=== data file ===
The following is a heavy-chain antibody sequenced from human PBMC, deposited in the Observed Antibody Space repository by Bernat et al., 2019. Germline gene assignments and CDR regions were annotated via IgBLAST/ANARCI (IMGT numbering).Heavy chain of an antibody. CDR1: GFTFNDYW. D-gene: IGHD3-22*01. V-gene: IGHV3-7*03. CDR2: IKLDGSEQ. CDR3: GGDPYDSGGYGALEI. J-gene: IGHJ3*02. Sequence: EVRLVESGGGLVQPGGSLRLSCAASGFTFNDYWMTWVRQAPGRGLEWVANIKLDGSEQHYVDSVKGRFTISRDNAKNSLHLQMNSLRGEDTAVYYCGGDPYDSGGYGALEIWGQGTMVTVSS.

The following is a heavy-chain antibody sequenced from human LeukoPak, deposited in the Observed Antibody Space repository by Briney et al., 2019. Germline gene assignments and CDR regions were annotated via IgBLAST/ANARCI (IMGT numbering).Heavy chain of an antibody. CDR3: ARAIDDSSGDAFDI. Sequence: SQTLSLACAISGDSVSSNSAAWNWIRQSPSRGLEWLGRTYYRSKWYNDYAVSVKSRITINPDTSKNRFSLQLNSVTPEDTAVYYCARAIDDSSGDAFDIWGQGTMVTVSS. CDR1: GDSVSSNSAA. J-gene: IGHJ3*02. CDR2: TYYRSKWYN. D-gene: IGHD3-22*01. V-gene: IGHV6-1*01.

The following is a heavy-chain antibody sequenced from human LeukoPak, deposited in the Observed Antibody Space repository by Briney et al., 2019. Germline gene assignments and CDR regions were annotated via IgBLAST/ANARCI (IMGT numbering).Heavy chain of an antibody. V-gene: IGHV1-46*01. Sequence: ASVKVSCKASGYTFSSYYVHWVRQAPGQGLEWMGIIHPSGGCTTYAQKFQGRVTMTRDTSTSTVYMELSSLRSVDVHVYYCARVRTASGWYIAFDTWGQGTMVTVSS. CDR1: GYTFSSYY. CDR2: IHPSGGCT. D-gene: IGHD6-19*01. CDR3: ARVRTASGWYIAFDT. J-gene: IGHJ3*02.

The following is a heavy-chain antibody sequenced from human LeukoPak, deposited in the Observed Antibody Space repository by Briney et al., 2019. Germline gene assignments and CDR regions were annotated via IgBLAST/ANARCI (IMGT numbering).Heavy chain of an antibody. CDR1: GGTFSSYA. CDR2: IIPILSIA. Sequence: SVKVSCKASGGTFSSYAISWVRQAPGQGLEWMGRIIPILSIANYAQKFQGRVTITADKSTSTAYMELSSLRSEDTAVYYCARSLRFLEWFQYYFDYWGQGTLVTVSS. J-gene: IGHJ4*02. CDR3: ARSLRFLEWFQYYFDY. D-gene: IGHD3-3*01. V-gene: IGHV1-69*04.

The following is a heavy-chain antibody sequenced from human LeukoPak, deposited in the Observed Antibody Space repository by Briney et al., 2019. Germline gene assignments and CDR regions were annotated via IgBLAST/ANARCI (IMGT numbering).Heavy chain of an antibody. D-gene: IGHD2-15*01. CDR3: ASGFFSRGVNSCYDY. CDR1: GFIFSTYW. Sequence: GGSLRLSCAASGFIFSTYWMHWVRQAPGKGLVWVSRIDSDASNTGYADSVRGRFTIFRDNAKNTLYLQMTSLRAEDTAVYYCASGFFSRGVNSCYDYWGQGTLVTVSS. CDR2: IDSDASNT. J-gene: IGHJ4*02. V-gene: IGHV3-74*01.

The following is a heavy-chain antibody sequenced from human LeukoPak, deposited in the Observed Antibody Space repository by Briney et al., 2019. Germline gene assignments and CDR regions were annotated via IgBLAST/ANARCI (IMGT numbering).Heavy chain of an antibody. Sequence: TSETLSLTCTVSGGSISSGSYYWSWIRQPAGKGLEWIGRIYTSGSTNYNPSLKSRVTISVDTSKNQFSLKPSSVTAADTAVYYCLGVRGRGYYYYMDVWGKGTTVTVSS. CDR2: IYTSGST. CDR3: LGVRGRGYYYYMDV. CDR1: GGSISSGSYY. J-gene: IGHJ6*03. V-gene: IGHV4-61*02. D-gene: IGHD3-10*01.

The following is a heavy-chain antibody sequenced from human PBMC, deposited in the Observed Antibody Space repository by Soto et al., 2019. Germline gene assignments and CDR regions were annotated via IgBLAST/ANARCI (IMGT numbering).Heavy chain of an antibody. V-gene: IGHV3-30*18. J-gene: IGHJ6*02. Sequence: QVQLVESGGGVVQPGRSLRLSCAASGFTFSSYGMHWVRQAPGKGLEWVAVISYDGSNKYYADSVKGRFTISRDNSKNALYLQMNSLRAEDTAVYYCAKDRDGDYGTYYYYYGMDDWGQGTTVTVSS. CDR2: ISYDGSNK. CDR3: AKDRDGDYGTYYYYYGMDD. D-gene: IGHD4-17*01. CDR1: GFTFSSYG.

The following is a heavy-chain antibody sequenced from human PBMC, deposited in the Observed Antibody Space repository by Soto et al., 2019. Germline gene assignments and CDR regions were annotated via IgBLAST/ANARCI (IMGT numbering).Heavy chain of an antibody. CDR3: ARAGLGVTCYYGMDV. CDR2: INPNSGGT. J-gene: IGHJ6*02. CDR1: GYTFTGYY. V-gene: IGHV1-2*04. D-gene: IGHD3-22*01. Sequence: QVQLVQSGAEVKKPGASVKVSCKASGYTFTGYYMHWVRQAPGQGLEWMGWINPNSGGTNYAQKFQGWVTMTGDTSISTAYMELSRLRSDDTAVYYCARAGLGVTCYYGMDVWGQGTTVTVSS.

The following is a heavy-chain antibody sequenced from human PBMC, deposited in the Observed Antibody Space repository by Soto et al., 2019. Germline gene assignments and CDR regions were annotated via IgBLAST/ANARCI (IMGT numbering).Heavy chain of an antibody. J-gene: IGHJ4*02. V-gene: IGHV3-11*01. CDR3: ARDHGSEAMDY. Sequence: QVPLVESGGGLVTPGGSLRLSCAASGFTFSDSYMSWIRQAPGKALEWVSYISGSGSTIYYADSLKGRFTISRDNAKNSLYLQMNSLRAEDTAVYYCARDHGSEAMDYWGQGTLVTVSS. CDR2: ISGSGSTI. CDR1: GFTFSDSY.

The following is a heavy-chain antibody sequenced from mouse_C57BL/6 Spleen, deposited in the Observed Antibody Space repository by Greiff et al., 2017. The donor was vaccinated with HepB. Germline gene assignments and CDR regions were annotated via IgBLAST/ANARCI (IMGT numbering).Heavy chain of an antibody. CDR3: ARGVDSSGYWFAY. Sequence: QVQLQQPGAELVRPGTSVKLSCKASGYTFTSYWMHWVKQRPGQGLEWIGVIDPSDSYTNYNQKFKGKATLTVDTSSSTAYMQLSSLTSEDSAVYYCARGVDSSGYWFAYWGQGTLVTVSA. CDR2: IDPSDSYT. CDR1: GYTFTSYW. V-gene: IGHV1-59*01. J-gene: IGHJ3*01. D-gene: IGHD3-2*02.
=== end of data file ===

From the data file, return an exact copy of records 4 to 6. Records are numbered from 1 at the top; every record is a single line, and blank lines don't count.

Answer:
The following is a heavy-chain antibody sequenced from human LeukoPak, deposited in the Observed Antibody Space repository by Briney et al., 2019. Germline gene assignments and CDR regions were annotated via IgBLAST/ANARCI (IMGT numbering).Heavy chain of an antibody. CDR1: GGTFSSYA. CDR2: IIPILSIA. Sequence: SVKVSCKASGGTFSSYAISWVRQAPGQGLEWMGRIIPILSIANYAQKFQGRVTITADKSTSTAYMELSSLRSEDTAVYYCARSLRFLEWFQYYFDYWGQGTLVTVSS. J-gene: IGHJ4*02. CDR3: ARSLRFLEWFQYYFDY. D-gene: IGHD3-3*01. V-gene: IGHV1-69*04.

The following is a heavy-chain antibody sequenced from human LeukoPak, deposited in the Observed Antibody Space repository by Briney et al., 2019. Germline gene assignments and CDR regions were annotated via IgBLAST/ANARCI (IMGT numbering).Heavy chain of an antibody. D-gene: IGHD2-15*01. CDR3: ASGFFSRGVNSCYDY. CDR1: GFIFSTYW. Sequence: GGSLRLSCAASGFIFSTYWMHWVRQAPGKGLVWVSRIDSDASNTGYADSVRGRFTIFRDNAKNTLYLQMTSLRAEDTAVYYCASGFFSRGVNSCYDYWGQGTLVTVSS. CDR2: IDSDASNT. J-gene: IGHJ4*02. V-gene: IGHV3-74*01.

The following is a heavy-chain antibody sequenced from human LeukoPak, deposited in the Observed Antibody Space repository by Briney et al., 2019. Germline gene assignments and CDR regions were annotated via IgBLAST/ANARCI (IMGT numbering).Heavy chain of an antibody. Sequence: TSETLSLTCTVSGGSISSGSYYWSWIRQPAGKGLEWIGRIYTSGSTNYNPSLKSRVTISVDTSKNQFSLKPSSVTAADTAVYYCLGVRGRGYYYYMDVWGKGTTVTVSS. CDR2: IYTSGST. CDR3: LGVRGRGYYYYMDV. CDR1: GGSISSGSYY. J-gene: IGHJ6*03. V-gene: IGHV4-61*02. D-gene: IGHD3-10*01.